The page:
Audio Physic Avanti review

Elegant Avantis deliver a sound packed with clarity and agility Tested at £4280

What Hi-Fi? Verdict

The Avantis are well built, elegant and deliver a sound packed with clarity and agility. Surprisingly muscular bass for the size, too


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    Crisp, clean and clear sound

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    Articulate presentation

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    Relatively unfussy about positioning

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    Excellent build and finish

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    Clever engineering


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    Sound balance appeals to the head more than the feet

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Why should you buy Audio Physic’s Avantis when there are a multitude of better-known speakers from the likes of B&W, Focal and PMC? At first glance that’s not an easy question to answer.

The Avanti looks like just another premium two-way floorstander, and the world is hardly short of those.

But those familiar with the brand – admittedly, probably not so many in the UK – know that these towers are likely to have considerable substance.

Over its 30-year history, Audio Physic has turned out more than its fair share of fine speakers, and this current Avanti can be counted among them.


Despite appearances, these floorstanders are three-way designs. The tweeter and midrange drivers are obvious enough, but where’s the bass unit?

Usually, it would be found on the front or one of the side panels, but it’s hidden inside the cabinet, mounted to the base, and ported through a slot below the front baffle.

Here’s where things get really interesting. The woofer – a 22-cm paper cone unit that crosses over to the midrange at around 130Hz – fires through the base.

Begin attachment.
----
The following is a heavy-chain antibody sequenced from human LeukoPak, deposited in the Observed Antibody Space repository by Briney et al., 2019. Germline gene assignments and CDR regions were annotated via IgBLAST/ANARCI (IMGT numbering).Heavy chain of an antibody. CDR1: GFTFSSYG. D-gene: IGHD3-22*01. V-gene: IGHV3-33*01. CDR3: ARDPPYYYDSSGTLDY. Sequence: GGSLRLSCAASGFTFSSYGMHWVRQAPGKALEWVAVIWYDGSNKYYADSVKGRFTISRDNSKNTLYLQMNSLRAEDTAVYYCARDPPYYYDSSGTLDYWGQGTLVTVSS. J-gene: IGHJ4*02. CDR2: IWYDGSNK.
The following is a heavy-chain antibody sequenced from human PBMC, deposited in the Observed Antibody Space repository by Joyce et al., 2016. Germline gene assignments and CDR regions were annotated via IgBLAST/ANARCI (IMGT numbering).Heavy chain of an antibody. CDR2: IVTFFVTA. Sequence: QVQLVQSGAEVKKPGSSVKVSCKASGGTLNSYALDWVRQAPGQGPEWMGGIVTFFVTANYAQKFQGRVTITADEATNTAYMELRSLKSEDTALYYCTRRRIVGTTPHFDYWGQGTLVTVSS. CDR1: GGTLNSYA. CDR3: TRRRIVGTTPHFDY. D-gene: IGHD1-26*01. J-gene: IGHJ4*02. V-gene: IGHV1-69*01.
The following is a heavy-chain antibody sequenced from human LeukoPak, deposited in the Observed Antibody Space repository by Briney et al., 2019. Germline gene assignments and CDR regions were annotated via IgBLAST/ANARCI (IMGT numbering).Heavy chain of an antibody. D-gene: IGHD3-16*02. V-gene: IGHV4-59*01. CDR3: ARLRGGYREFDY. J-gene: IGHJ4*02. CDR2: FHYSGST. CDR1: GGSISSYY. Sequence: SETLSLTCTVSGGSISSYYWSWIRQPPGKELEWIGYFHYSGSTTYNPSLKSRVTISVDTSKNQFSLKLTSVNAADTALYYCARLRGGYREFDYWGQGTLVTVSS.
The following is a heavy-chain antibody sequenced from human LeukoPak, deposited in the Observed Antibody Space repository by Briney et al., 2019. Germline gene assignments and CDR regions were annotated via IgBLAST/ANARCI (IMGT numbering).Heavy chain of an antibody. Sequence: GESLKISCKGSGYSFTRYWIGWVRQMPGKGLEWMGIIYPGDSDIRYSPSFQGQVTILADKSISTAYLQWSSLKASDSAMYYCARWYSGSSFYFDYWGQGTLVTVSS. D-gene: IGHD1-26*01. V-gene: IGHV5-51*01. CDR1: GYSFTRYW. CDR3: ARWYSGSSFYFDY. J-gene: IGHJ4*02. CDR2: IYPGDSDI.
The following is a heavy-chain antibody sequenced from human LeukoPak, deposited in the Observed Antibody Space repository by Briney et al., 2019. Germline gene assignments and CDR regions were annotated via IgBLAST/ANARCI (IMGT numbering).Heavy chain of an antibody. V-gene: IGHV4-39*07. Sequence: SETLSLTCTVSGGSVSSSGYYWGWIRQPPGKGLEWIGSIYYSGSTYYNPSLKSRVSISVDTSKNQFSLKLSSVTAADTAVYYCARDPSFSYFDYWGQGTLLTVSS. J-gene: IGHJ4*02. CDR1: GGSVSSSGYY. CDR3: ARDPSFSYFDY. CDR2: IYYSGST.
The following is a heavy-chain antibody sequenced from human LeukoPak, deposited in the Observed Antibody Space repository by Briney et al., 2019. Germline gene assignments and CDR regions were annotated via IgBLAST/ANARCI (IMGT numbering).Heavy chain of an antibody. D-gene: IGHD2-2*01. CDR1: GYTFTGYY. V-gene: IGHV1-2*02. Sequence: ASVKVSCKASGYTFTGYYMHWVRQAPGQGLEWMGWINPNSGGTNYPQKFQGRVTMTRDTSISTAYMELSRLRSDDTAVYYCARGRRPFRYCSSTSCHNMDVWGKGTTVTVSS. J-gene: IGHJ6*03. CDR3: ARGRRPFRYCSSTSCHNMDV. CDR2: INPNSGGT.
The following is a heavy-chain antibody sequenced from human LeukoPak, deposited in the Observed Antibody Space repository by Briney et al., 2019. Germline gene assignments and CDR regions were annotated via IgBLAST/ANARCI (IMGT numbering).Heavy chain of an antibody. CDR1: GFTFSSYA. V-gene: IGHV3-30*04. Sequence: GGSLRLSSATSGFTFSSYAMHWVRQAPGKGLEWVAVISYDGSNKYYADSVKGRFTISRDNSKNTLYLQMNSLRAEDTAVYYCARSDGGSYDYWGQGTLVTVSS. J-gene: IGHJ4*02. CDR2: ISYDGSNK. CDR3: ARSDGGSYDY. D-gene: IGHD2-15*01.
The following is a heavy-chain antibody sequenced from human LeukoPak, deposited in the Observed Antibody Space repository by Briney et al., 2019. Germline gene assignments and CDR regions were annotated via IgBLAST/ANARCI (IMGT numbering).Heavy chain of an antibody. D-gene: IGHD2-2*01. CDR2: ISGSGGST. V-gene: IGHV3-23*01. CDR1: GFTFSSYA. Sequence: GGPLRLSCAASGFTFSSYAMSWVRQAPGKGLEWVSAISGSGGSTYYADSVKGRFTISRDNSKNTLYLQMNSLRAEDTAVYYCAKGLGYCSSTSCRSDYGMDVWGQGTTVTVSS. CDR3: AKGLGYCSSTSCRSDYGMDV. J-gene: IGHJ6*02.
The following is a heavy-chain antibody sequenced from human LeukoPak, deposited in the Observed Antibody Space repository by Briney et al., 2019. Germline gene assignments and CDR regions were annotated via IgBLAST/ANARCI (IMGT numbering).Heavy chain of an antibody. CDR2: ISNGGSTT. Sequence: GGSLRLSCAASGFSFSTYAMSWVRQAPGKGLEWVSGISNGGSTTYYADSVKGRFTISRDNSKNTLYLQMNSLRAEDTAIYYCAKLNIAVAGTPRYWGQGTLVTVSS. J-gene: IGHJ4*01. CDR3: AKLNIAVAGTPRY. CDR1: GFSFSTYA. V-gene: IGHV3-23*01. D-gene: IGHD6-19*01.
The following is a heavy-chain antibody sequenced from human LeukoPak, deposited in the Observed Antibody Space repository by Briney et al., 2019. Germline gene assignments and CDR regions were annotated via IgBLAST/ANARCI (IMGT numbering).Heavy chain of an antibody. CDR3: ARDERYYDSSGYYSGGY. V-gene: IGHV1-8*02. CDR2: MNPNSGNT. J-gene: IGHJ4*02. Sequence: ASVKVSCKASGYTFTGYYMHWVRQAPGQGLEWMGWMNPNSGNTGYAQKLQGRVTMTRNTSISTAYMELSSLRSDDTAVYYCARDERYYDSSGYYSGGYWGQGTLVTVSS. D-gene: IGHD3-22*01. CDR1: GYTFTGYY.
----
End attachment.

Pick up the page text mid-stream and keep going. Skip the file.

Take a look under the speakers and you’ll find the base isn’t the usual veneer-covered wooden board but made of ceramic foam instead.

This porous foam not only adds strength to the speaker’s structure, but also allows the sound from the driver to pass through.

The unusual bass arrangement helps to make the speakers less fussy about room placement. It works, with the Avanti’s sounding balanced across a wide range of positions. We wouldn’t put them right up against a wall or in a corner, but given a little room to breathe they’re perfectly happy.

At the other end of the frequency spectrum what initially seems like a conventional dome tweeter turns out to be a far less commonly seen cone design. It uses a 38mm aluminium diaphragm.

The metal theme continues with the 13cm midrange, it – like the tweeter – uses an elastic damping ring along the outer edge of the cone to control any resonances. The midrange’s chassis is unusual too.

It uses a plastic basket inside the aluminium frame to deliver a structure that combines rigidity, low resonance and an element of decoupling. Clever.

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The same could be said of the cabinet. Inside it’s solidly braced, and lined using more of that ceramic foam, which not only adds to rigidity but improves the vibration damping of the enclosure panels too.

We’re impressed by the lovely glossy finish too. The fit is excellent, with every panel lining up just so, giving the Avantis the air of quality designer furniture – an impression reinforced by their slanted design.